A common misconception of the multisensorial stimulation is that it is mainly centred in visual stimulation. However, all the senses should be considered. These include touch, hearing, smell and taste, along with movement. Sight is an often overvalued sense, while the sense of touch is given little attention, as there are an insufficient variety of materials and objects to touch and explore. Also, the senses of smell, taste and hearing are highly unexplored. Proprioception (orientation and balance) stimulation and kinaesthetic (position and movement of arms and legs) are mainly uncared for.
An adequate solution is to use designed multisensorial equipment, elements and materials. For example, musical instruments or scented pillows made with different materials offer a more extensive opportunity to explore visual, tactile, hearing, and olfactory stimulations while promoting movement.
The light, images, colour, materials of different optic qualities (for example, shiny, reflecting, transparent) are used to stimulate sight. Materials and objects that present different surfaces, textures and sensation; the temperature, wind, and vibration are elements that stimulate touch. As for hearing stimulation, it is possible to use music, sounds, thematic themes (bird singing, waves crashing), instruments and everyday utensils (dishes, textiles). The essences from aromatherapy, bags with flowers, lavender or animal smells stimulate olfaction. Sensorial stimulation can be assisted with a variety of activities. Smell can be actively stimulated through the preparation of foods with characteristic smells: pots full of spices such as cinnamon or clove, herbs such as mint, lemon juice or shavings, etc. Also, foods can stimulate taste when consumed. Beverages (cold or hot), foods with characteristic textures (popcorn and royal jelly), fruits, pastries with bright colours are examples of multisensorial foods that not only are for taste, but also for texture and colour, stimulating other senses. It is very important in sensorial stimulation to know the individual preferences of the subjects and their past experiences in order to properly adapt each work session.
The sense of taste is a commonly forgotten component in the multisensorial experience. However, it is a powerful way to understand what is happening in our surroundings. Taste can cause memories, as well as emotions. Taste is also very personal, therefore it is very important for the evaluator to have profound information regarding the likes and dislikes of the individual.
Food textures is also a stimulating element. For example, creamy textures can be soothing (savouring a piece of chocolate). The subjects can also have strong responses to certain textures, therefore it is very important to consider the personal tastes. Stimulating taste helps the subjects to respond and remember sensations that they had with respect to food, contributing to a better nutritional state and therefore better health. A sensorial session can be used to encourage the participants to drink more liquids during their stay, improve their deglutition (in cases where there is dysphagia), as well as increase autonomy and avoid food rejection during their meals.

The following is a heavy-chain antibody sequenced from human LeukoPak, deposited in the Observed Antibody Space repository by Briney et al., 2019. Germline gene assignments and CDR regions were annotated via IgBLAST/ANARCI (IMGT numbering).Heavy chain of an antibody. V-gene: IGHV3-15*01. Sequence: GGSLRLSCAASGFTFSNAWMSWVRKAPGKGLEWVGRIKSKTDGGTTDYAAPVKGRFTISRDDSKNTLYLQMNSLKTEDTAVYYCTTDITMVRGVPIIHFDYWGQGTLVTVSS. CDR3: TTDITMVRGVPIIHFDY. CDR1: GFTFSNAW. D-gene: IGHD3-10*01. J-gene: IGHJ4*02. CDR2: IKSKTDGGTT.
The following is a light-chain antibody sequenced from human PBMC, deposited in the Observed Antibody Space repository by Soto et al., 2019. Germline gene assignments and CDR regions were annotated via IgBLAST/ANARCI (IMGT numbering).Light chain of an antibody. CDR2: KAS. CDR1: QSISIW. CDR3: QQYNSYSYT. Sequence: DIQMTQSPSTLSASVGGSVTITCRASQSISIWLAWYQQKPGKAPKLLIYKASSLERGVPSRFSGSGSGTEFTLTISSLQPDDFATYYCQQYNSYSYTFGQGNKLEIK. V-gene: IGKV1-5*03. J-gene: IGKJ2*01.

The GYMSEN project is financed by the Erasmus+ Programme of the European Union. This project focuses on sensorial stimulation of the elderly in relation to food, in order to improve their nutritional state and in the long term their quality of life. GYMSEN is a consortium of various associations and institutions:
- University Miguel Hernández (UMH): GYMSEN group leader that has been working for over 10 years in the project with the University of Experience. In this project, the elderly attend classes of a variety of topics as well as participate in activities organised by the university. We aspire that with this course, the intellectual active elders may experience the sensorial stimulation workshops that offer GYMSEN.
- AINIA and SP: These are technological centres in Spain and Sweden with renowned experience in terms of food consumption, tastes and appetites of consumers along with sensorial stimulation.
- AAADRD: The Athens Association of Alzheimer´s Disease and Related Disorders, who will use GYMSEN workshops on Alzheimer´s Disease patients.
- ANS: This Italian association focuses on nursing homes for the elderly, and will bring GYMSEN workshops to these centres.
- ERA: This institution in the Czech Republic proposes GYMSEN workshops focused on intellectual inactive elders.
FOR MORE INFORMATION
- Web page GYMSEN: http://www.gymsen.eu
- Brand, A. Gaudion, K. Exploring sensory preferences living environments for adults with autism. (2012), UK.
- Collier, L., Jacob, A. How to make a sensory room for people living with dementia. A Guide Book. (2014), UK.
- Collier, L., Jacob, A. “How to make a Sensory Room for people living with dementia” – developing design guidance for health care practitioners. Proceedings of the 3rd European conference on Design4Health. (2015), UK.
- Treadaway, K., Kenning. G., Coleman, S. Sensor e-Textiles: Designing for persons with late stage dementia. Proceedings of the 3rd European conference on Design4Health. (2015), UK.